• Living with anxiety over a period of time can impact on the wellbeing of us all. Explore ways in which you – as individuals but also as a family group – can take care of yourselves. Think about what you have as self-care strategies, and how you can use these. Obvious examples are taking exercise, watching a film, listening to music, and enjoying a meal together. But also remember the ones which are special to you as a family.
  • Take advantage of being together, but also make sure you have time of your own. Maintaining our routines, so the world has its familiar things as well as its uncertainties right now, feels helpful to us all.

Help shape Southport’s designs for safer streets

Local people, schools and businesses will be actively involved in re-designing the neighbourhood around Southport’s Shakespeare Street, as part of efforts to make the area safer and healthier for people to walk, cycle or use a wheelchair for local shops and services.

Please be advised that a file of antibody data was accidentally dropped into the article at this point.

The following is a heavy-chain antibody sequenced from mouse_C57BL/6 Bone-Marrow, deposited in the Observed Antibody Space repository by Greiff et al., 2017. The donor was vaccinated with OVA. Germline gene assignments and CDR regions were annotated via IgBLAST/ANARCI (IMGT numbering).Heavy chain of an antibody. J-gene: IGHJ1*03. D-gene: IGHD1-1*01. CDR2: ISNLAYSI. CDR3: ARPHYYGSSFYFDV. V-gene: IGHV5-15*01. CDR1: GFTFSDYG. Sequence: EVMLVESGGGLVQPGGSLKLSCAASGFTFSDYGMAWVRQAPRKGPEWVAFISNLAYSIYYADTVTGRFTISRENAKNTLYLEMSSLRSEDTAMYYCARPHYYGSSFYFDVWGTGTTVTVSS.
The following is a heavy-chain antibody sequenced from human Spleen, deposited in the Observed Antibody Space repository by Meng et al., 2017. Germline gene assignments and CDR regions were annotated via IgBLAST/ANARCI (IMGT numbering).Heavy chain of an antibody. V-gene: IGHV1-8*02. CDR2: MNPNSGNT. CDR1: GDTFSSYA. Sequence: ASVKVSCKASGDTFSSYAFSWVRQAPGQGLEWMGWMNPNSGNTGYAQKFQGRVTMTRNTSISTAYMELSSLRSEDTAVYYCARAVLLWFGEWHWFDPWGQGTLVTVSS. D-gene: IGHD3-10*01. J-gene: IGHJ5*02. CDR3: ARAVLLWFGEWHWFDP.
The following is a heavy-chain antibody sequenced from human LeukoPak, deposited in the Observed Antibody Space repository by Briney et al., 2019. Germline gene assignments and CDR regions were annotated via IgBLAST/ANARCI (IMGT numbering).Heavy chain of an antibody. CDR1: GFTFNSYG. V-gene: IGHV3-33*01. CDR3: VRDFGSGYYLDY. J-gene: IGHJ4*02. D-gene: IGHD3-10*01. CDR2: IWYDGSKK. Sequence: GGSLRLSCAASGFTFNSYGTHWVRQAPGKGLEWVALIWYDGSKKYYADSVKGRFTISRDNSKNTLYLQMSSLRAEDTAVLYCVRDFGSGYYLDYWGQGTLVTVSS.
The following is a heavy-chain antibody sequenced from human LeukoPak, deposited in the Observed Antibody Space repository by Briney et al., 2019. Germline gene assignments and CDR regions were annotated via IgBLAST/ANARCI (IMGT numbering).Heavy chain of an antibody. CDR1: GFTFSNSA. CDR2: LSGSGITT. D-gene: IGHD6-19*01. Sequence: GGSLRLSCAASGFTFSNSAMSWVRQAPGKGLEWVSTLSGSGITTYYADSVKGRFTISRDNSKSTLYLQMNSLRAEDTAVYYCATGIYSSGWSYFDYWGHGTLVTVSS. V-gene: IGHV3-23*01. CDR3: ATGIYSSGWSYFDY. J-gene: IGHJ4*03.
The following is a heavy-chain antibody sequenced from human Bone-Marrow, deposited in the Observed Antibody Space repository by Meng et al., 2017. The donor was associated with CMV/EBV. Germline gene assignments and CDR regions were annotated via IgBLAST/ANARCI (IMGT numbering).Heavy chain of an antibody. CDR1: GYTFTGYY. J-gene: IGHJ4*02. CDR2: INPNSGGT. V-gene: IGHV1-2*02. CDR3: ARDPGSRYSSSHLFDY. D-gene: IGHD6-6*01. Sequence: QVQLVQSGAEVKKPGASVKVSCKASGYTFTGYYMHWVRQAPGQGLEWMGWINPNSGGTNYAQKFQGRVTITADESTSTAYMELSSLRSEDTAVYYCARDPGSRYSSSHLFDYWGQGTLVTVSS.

The charity Sustrans launched a digital ‘Hub’ http://www.sustrans.org.uk/SouthportLN for Southport Liveable Neighbourhood this week with Sefton Council to gather views from the local community. This will shape the street designs from the start.

The project aims to create a ‘Liveable Neighbourhood’, where it is possible, and enjoyable, to make short trips without the use of a car. The area spans from Lord Street in the West to Cemetery Road in the East and links to the wider walking and cycling network.

School children from 8 schools in the area will survey their own streets and contribute ideas through activities and workshops. The community will also have a chance to comment via online workshops and surveys through the post or on the phone.